Fear of crackdown on free speech is a bipartisan thing these days. In the run-up to the 2016 election, conservatives were terrified that Hillary Clinton would ratchet up the crackdown on right of center groups seen under the Obama administration’s IRS, and particularly the exposure of even modest members of the donor class to public outcry along the lines of Brendan Eich’s experience at Mozilla. In the aftermath of the election, journalists in particular began to see free speech crackdowns in every abnormal decision of how the Trump administration treats the press – in their public animosity toward specific members of the media and networks like CNN, and their obvious favoritism toward other networks and friendly hosts. The reality is that breaking from these norms doesn’t represent a crackdown on free speech – just the whiplash of going from an administration that had many friends in the media, and so could afford to play favorites more often, to one that loves to fight with them. (Call me up when Donald Trump sits down with a YouTube star who sits in bathtubs full of milk and cereal.) For all the noise, the Trump administration hasn’t engaged in some crackdown on speech rights – people are very obviously free to criticize them, and do so all day every day.
In reality, the free speech concerns we ought to acknowledge in this day and age come not from government, but from corporations. Government has an obligation thanks to the Constitution, the law, and legal precedent to protect our free speech rights even in extreme circumstances. Corporations have no such obligation, and thanks to the power of social media and the general cowardice of institutions unwilling to protect employees or corporate interest against a mob – even a small one – rights to free speech and expression are much more easily cast aside.
What does this look like in practice? Read this story about global brands now shunning Google over reported insufficient steps toward cracking down on “hate” speech on YouTube.
Global brands including Volkswagen, Toyota and Tesco last night joined the more than 250 companies that have suspended advertising deals with Google as the internet giant apologised for failing to crack down on extremism.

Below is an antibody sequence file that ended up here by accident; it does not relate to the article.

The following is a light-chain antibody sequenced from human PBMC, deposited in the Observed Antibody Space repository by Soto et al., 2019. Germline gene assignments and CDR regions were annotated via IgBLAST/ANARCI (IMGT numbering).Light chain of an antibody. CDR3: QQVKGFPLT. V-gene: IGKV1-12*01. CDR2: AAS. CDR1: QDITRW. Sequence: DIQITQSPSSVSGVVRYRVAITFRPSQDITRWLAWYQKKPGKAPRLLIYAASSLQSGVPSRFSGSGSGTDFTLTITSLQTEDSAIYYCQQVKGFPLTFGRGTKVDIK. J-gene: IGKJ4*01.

ITV, Aviva and Heinz also pulled advertising from YouTube, Google’s video platform, after an investigation by The Times found the companies promoted on videos posted by hate preachers, rape apologists and homophobic extremists banned from entering Britain.
A growing number of brands have blocked Google or YouTube advertising since the revelations last week. They include Marks & Spencer, Lloyds Bank, O2, L’Oréal, RBS, the BBC, Channel 4 and McDonald’s, as well as the British government. Google does not disclose YouTube revenues, but the accounts are thought to be worth more than 50 million pounds a year.
Matt Brittin, Google’s head in Europe, apologised yesterday and pledged to tackle the issue, telling a conference of advertising executives in London: ‘When anything like this happens we take responsibility for it.’ He admitted, however, that Google did not plan to employ anybody to search out and delete extremist content. Google employees would only examine such content ‘through two lenses’, he said — when the videos were flagged by other users or detected using automated technology.
Brian Wieser, a US media analyst, downgraded Google’s stock yesterday, warning that the scandal could have global repercussions. Publicis, the world’s third largest advertising agency, said it was clear that Google had fallen short of meeting advertising standards. The French company is reviewing its relationship with Google.
Mr Brittin claimed that Google’s tools and policies worked well in most situations but admitted they needed to improve. It will now make rapid changes to its policies on advertising to “raise the bar” for what is categorised as hate speech or inflammatory content.
As well as making it easier for brands to control where adverts appear, the company will invest in technology to speed up the process of flagging and removing extremist content, he said. “We know we can do even more here,” Mr Brittin said, adding that 98 per cent of content flagged on YouTube was reviewed within 24 hours.
Now, Google is not a public platform, and of course there is all sorts of awful content that is on a daily basis flagged and removed with objections that are justified. But you can see the direction this type of story is headed. First Google will be forced to hire people to do a better job of policing its sites, tasked with removing “extremist” content – and then there will be definitional drifts in how such content is considered extreme. What is religious speech in some parts of the world will be hate speech in some other parts of the world, and then the ability to use the platforms that have come to dominate the space will be determined by the priorities of the corporations involved.
You have the right to free speech as an American – you have no right to use YouTube to do it. And the mobs that exist can form very quickly if they are offended by your presence there. Be mindful of this in the years to come.